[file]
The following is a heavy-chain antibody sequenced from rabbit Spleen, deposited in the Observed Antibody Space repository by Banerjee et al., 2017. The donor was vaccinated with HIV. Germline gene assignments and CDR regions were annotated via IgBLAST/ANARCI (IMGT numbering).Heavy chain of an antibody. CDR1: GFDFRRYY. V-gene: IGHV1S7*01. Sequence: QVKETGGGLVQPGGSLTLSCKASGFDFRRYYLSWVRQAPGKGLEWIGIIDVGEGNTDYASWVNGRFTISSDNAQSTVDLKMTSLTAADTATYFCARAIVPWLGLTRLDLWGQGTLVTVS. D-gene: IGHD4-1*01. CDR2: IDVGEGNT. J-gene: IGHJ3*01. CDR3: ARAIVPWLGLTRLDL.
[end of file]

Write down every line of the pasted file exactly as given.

The following is a heavy-chain antibody sequenced from rabbit Spleen, deposited in the Observed Antibody Space repository by Banerjee et al., 2017. The donor was vaccinated with HIV. Germline gene assignments and CDR regions were annotated via IgBLAST/ANARCI (IMGT numbering).Heavy chain of an antibody. CDR1: GFDFRRYY. V-gene: IGHV1S7*01. Sequence: QVKETGGGLVQPGGSLTLSCKASGFDFRRYYLSWVRQAPGKGLEWIGIIDVGEGNTDYASWVNGRFTISSDNAQSTVDLKMTSLTAADTATYFCARAIVPWLGLTRLDLWGQGTLVTVS. D-gene: IGHD4-1*01. CDR2: IDVGEGNT. J-gene: IGHJ3*01. CDR3: ARAIVPWLGLTRLDL.